Wednesday, December 10, 2014

Wadi Rum Desert in Jordan = MUST VISIT

Monday, December 8

We are watching the sun slowly fade on our last night in Amman, Jordan.  After scuba diving in the Red Sea, we spent 2 nights staying in a Bedouin camp with our camp hosts, Bedouin Directions!  

Although we were somewhat tentative with our decision to come to Jordan based on the news from the tensions of the surrounding countries, once we arrived, we felt safe and were warmly received throughout our time in Jordan.

This was especially true with our time in the Wadi Rum desert.  Mehedi, the owner, did a wonderful job of coordinating our trip.  His help was crucial with finding the right bus to get from Aqaba to the village of Wadi Rum, the launching point for our trip into the desert.  Of the many people we asked in Aqaba about the bus, Mehedi was the only one who had the correct information and had been able to coordinate with the bus driver to make sure we got on the right bus.

Once we arrived in the village, we were driven out on an old 4x4 Toyota Landcruiser straight into the desert.  The ride itself was an adventure as we pitched left and right going through the ruttier stretches of the sandy desert road.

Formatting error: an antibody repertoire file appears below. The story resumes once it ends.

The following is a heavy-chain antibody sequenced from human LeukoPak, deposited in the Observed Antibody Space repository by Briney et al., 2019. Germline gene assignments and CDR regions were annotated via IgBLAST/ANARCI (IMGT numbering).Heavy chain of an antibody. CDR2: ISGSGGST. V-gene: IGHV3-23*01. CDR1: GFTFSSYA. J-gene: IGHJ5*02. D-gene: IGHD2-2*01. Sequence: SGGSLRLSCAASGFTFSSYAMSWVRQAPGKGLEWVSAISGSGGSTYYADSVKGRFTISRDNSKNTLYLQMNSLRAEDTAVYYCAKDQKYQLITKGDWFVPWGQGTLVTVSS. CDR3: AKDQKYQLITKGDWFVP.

After about 15 minutes, we passed through a small canyon and arrived at the camp.  After dropping off our gear, we had free time to roam into the desert.  The following day, we were led by our guide, Ahmed, into the desert for some more adventures.

Below is a chronicle of some of our experiences:

Even though the desert gets very little rainfall, we saw many of these succulent plants throughout.  We found out later that the plant is often used for medicinal purposes by the Bedouin.  The bulb was surrounded by layers upon layers of dried husk in order to retain its moisture.

We were fortunate to catch the sunset on our first night in Wadi Rum.  After a short scramble, we walked through the desert flat between our rocks and the next outcropping.  You can see Suzy and the kids in the distance and get a feeling for the vastness of the desert.  In addition to the vastness of space, it was amazingly quiet.  However, it wasn't a spooky quiet, but a soothing quiet where I felt I could be at rest.

As the sun set, I was able to capture the beauty of the desert rock and the much further lunar rock.

After some exploring, Suzy and I had some time to sit and soak in the rugged beauty of the desert as we watched the sun slowly set in the distant mountains.

The next morning, on the way to one of our hikes, Ahmed, our guide, stopped by a pair of mother/child camels.  I had the chance to come face to face with one of the desert dwellers.  I was hoping for a camel kiss, but she pulled back at the last second when she realized I didn't have anymore pita to feed her.

Our first stop was to an accessible arch we could reach by jeep.  Sierra is doing her best impression of the leaning arch.  The scramble to the the top was not too difficult and the top of this arch was fairly wide.  I think Ahmed took us here to get us warmed up for the much harder hike up to Burdah Arch (see below)